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Charter sheds 61K broadband subs but touts progress in network upgrades

After three consecutive quarters of positive broadband net additions, Charter Communications reported it lost 61,000 internet subscribers in Q4. However, it’s continuing to progress in network upgrades.

CEO Chris Winfrey said Charter “fully launched” symmetrical speed tiers in two markets and “currently launching in six more,” but did not name the markets or the available speed tiers.

But with those rollouts, Charter has completed network upgrades in its Phase 1 markets, meaning it implemented high-split architecture to increase its usable spectrum to 1.2 GHz across 15% of its footprint. The company has said that upgrade would enable speeds of 2 Gbps downstream and 1 Gbps upstream.

“We’ll also begin to work in our step two markets with DAA [distributed access architecture] later this year,” Winfrey added on the earnings call.

Despite losing 61,000 residential and SMB broadband subs (compared to 105,000 net adds in Q4 2022), Charter ended 2023 with 155,000 total internet net additions.

“Internet growth in our existing footprint has been challenging,” said Winfrey, pointing to competitive pressure from fixed wireless access and “similar levels of wireline overbuild activity.”

“Small changes in gross additions and churn in a low transaction environment have driven outsized impacts to net gains, which was clearly the case as we moved through the last quarter,” he continued.

Charter in Q4 touted growth across its rural footprint, as it activated 105,000 subsidized rural passings in the quarter.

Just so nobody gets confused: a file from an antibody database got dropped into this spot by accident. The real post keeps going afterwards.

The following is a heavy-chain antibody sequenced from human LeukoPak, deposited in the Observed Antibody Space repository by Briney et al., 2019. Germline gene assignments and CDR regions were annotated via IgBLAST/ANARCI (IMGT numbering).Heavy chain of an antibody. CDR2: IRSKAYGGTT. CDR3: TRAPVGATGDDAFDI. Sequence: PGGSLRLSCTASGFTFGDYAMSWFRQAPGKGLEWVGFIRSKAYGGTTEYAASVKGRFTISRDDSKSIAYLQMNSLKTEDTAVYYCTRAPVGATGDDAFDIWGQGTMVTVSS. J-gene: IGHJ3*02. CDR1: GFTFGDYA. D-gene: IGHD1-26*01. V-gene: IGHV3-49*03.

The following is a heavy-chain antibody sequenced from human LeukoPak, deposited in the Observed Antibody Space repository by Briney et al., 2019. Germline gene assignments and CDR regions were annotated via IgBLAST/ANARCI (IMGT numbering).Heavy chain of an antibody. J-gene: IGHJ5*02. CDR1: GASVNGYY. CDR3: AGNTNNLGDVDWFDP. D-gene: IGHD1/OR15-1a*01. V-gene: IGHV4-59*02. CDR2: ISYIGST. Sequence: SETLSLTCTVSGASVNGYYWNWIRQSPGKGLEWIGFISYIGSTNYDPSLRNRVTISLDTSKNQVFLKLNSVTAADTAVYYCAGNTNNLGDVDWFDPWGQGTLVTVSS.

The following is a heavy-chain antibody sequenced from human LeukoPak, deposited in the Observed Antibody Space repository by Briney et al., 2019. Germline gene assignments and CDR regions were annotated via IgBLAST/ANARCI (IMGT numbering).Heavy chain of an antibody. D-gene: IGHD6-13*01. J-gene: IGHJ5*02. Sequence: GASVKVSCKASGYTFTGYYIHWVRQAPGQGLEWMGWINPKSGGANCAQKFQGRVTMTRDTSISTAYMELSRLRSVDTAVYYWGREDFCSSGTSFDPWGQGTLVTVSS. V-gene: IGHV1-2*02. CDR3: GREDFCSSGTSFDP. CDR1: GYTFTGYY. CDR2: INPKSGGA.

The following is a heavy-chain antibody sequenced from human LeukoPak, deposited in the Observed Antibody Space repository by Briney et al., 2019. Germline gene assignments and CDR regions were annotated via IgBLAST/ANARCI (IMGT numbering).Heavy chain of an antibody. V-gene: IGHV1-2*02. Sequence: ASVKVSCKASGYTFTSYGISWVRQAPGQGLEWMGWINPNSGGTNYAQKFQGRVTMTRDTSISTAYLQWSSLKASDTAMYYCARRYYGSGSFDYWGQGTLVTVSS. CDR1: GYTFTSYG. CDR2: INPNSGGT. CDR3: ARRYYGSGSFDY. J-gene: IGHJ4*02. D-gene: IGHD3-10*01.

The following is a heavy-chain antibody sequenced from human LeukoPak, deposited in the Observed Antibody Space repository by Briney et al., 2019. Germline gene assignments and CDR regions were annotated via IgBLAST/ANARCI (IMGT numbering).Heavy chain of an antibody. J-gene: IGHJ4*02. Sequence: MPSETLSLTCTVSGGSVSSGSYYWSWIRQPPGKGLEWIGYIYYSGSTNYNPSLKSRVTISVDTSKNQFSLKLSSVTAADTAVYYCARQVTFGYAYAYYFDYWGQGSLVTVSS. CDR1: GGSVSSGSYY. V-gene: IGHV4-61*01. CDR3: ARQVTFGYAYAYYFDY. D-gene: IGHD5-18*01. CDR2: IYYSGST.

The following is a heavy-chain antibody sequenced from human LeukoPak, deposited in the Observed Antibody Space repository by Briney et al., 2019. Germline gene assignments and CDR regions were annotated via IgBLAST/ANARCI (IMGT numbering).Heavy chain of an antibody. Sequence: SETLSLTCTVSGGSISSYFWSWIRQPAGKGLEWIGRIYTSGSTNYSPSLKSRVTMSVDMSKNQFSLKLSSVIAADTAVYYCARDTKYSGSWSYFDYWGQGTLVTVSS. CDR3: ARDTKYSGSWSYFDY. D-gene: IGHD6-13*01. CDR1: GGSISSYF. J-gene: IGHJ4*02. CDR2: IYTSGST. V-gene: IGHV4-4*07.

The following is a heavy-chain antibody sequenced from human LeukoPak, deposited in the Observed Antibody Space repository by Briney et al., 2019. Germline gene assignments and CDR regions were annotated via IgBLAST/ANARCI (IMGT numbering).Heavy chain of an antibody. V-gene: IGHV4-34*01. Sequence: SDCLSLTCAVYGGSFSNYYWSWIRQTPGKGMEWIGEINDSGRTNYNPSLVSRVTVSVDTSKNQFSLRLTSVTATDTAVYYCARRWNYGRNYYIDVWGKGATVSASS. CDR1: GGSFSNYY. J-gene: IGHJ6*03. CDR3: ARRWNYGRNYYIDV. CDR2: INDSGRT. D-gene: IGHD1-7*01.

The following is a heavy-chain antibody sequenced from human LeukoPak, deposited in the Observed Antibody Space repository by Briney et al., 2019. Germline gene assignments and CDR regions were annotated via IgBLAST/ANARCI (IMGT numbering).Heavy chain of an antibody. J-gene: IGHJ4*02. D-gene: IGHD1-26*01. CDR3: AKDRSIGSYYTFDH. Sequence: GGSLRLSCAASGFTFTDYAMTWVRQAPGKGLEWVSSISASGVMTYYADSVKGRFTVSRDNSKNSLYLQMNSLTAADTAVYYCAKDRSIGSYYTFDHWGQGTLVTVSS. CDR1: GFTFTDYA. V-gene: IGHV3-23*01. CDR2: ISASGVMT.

The operator anticipates the Broadband Equity, Access and Deployment (BEAD) program will provide “additional opportunities” for rural buildouts. But Winfrey said, “the potential is uncertain, given our concerns regarding how states will apply NTIA guidelines.”

“We’ll focus BEAD investment in states where the rules are conducive to private investment,” he commented.

ACP customers

As the government’s Affordable Connectivity Program (ACP) faces a possible shutdown, Charter execs took the time to highlight the impact ACP has had on its subscriber base.

Charter currently has just over 5 million households that receive the ACP subsidy, CFO Jessica Fischer noted, “all for wireline internet.”

“Very few of those customers use ACP to upgrade to higher speeds…but many do have our flagship speed or higher or do take other services from us,” she said.

In case the ACP ends this spring, Fischer said Charter is “designing programs” to keep customers connected.

“There’s no doubt that the end of the program would be disruptive for many,” she added. “Nonetheless, we will have the full benefit of our high-quality sales and retention force as well as our mobile product, which saves customers hundreds of dollars, to preserve connections.”

Q4 financials

Consolidated revenue of $13.7 billion was up 0.3% year on year, mostly driven by residential mobile service revenue growth of 35.7%. Internet revenue increased 3% YoY to $5.8 billion, which Charter attributed to growth in internet customers in the last year as well as “promotional rate step-ups and rate adjustments.”

Q4 net income declined from $1.2 billion to $1.1 billion year on year.

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